• Multiple serial interfaces including two UARTs (16C550), two Fast I2C-bus
(400 kbit/s), SPI and SSP with buffering and variable data length capabilities. • Vectored interrupt controller with configurable priorities and vector addresses.
• Up to 45 of 5 V tolerant fast general purpose I/O pins in a tiny LQFP64 package.
• Up to nine edge or level sensitive external interrupt pins available.
UM10139 User manual All information provided in this document is subject to legal disclaimers. Rev. 3 — 4 October 2010 © NXP B.V. 2010. All rights reserved. 3 of 354 UM10139 NXP Semiconductors Chapter 1: Introductory information • 60 MHz maximum CPU clock available from programmable on-chip PLL with settling
time of 100 μs. • On-chip integrated oscillator operates with an external crystal in range from 1 MHz to
30 MHz and with an external oscillator up to 50 MHz. • Power saving modes include Idle and Power-down.
• Individual enable/disable of peripheral functions as well as peripheral clock scaling for
additional power optimization. • Processor wake-up from Power-down mode via external interrupt, USB, Brown-Out
Detect (BOD) or Real-Time Clock (RTC). • Single power supply chip with Power-On Reset (POR) and BOD circuits:
– CPU operating voltage range of 3.0 V to 3.6 V (3.3 V ± 10 %) with 5 V tolerant I/O
pads. 1.3 Applications
• Industrial control
Embedded soft modem
General purpose applications 1.4 Device information
Table 1. LPC2141/2/4/6/8 device information Device Number
of pins On-chip
USB RAM On-chip
FLASH Number of
channels Number of
channels Note LPC2141 64 8 kB 2 kB 32 kB 6 - - LPC2142 64 16 kB 2 kB 64 kB 6 1 - LPC2144 64 16 kB 2 kB 128 kB 14 1 UART1 with full
modem interface LPC2146 64 32 kB + 8 kB 2 kB 256 kB 14 1 UART1 with full
modem interface LPC2148 64 32 kB + 8 kB 2 kB 512 kB 14 1 UART1 with full
modem interface  While the USB DMA is the primary user of the additional 8 kB RAM, this RAM is also accessible at any time by the CPU as a general
purpose RAM for data and code storage. 1.5 Architectural overview
The LPC2141/2/4/6/8 consists of an ARM7TDMI-S CPU with emulation support, the
ARM7 Local Bus for interface to on-chip memory controllers, the AMBA Advanced
High-performance Bus (AHB) for interface to the interrupt controller, and the ARM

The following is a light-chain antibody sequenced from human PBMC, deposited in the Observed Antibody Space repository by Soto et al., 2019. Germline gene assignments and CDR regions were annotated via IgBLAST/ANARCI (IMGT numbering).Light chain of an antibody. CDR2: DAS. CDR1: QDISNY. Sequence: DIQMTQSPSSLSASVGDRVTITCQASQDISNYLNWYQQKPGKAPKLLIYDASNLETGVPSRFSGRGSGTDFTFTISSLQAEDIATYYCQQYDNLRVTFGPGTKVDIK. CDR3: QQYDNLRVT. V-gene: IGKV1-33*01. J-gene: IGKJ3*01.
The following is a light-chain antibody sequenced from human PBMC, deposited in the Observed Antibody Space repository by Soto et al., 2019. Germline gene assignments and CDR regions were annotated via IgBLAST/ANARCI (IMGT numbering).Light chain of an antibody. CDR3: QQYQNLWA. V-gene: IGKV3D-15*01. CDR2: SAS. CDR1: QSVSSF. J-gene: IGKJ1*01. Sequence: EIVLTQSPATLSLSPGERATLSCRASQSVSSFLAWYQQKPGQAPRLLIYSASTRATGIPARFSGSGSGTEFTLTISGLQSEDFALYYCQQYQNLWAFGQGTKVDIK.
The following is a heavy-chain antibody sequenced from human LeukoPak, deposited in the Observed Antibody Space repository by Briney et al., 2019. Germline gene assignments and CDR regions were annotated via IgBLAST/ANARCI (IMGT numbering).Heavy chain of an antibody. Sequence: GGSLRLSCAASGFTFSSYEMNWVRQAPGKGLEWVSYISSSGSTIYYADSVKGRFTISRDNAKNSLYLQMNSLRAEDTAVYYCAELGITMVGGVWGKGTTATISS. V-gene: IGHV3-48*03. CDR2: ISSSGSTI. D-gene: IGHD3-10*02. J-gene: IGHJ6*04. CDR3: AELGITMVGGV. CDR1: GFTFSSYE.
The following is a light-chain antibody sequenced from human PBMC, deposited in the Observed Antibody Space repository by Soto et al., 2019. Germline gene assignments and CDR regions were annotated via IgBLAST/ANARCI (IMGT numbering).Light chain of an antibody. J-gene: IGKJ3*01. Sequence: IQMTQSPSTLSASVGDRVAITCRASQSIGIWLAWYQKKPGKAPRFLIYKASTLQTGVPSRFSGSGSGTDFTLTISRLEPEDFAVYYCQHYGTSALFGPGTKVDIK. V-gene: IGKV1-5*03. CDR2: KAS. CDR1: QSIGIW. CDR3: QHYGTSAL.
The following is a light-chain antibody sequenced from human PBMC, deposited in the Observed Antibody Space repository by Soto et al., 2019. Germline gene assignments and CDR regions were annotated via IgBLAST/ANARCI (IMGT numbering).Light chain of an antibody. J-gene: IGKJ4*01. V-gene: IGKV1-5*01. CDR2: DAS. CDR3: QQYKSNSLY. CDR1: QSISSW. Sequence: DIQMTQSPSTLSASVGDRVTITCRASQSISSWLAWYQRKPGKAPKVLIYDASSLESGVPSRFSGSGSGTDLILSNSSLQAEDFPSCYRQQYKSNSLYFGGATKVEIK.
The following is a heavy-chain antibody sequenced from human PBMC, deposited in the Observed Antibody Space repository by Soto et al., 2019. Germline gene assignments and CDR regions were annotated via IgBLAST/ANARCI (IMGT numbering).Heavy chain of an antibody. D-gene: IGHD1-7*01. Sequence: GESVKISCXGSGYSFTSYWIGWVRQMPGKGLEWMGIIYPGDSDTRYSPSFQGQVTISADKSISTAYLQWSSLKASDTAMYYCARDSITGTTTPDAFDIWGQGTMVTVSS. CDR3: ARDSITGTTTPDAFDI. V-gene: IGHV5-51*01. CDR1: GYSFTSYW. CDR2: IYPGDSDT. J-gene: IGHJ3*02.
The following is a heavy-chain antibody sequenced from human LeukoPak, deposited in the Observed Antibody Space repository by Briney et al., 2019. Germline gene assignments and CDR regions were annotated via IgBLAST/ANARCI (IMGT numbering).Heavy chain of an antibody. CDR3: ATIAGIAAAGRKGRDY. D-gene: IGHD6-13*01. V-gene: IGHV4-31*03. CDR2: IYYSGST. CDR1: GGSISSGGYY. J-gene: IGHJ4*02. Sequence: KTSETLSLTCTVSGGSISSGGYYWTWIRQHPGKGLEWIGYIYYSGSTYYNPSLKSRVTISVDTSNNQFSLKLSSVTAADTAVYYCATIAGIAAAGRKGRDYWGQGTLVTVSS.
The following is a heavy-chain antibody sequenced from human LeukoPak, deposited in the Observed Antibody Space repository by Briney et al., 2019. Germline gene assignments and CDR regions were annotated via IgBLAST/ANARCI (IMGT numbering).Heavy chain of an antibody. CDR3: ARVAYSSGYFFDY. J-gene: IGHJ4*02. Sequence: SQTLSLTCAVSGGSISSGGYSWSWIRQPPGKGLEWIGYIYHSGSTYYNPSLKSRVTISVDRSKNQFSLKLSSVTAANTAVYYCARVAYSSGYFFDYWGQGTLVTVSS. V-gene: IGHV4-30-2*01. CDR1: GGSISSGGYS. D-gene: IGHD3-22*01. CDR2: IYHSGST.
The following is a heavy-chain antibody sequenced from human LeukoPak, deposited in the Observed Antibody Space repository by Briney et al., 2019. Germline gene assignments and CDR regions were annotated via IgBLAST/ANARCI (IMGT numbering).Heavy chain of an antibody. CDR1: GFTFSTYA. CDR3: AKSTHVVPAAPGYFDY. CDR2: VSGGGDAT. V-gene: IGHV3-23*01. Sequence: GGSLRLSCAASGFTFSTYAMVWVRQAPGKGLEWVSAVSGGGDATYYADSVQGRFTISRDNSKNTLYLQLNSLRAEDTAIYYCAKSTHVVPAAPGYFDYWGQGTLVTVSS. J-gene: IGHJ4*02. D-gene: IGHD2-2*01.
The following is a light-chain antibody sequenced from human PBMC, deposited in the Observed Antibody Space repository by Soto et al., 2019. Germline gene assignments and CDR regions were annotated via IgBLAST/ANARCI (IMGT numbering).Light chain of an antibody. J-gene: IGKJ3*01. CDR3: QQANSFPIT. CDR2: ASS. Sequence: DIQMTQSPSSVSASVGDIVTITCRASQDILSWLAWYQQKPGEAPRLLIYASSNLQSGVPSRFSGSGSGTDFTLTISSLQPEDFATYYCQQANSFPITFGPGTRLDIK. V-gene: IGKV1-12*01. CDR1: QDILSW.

UM10139 User manual All information provided in this document is subject to legal disclaimers. Rev. 3 — 4 October 2010 © NXP B.V. 2010. All rights reserved. 4 of 354 UM10139 NXP Semiconductors Chapter 1: Introductory information Peripheral Bus (APB, a compatible superset of ARM’s AMBA Advanced Peripheral Bus)
for connection to on-chip peripheral functions. The LPC2141/24/6/8 configures the
ARM7TDMI-S processor in little-endian byte order.
AHB peripherals are allocated a 2 megabyte range of addresses at the very top of the
4 gigabyte ARM memory space. Each AHB peripheral is allocated a 16 kB address space
within the AHB address space. LPC2141/2/4/6/8 peripheral functions (other than the
interrupt controller) are connected to the APB bus. The AHB to APB bridge interfaces the
APB bus to the AHB bus. APB peripherals are also allocated a 2 megabyte range of
addresses, beginning at the 3.5 gigabyte address point. Each APB peripheral is allocated
a 16 kB address space within the APB address space.
The connection of on-chip peripherals to device pins is controlled by a Pin Connect Block
(see chapter "Pin Connect Block" on page 58). This must be configured by software to fit
specific application requirements for the use of peripheral functions and pins. 1.6 ARM7TDMI-S processor
The ARM7TDMI-S is a general purpose 32-bit microprocessor, which offers high
performance and very low power consumption. The ARM architecture is based on
Reduced Instruction Set Computer (RISC) principles, and the instruction set and related
decode mechanism are much simpler than those of microprogrammed Complex
Instruction Set Computers. This simplicity results in a high instruction throughput and
impressive real-time interrupt response from a small and cost-effective processor core.
Pipeline techniques are employed so that all parts of the processing and memory systems
can operate continuously. Typically, while one instruction is being executed, its successor
is being decoded, and a third instruction is being fetched from memory.
The ARM7TDMI-S processor also employs a unique architectural strategy known as
THUMB, which makes it ideally suited to high-volume applications with memory
restrictions, or applications where code density is an issue.
The key idea behind THUMB is that of a super-reduced instruction set. Essentially, the
ARM7TDMI-S processor has two instruction sets: • The standard 32-bit ARM instruction set.
• A 16-bit THUMB instruction set.
The THUMB set’s 16-bit instruction length allows it to approach twice the density of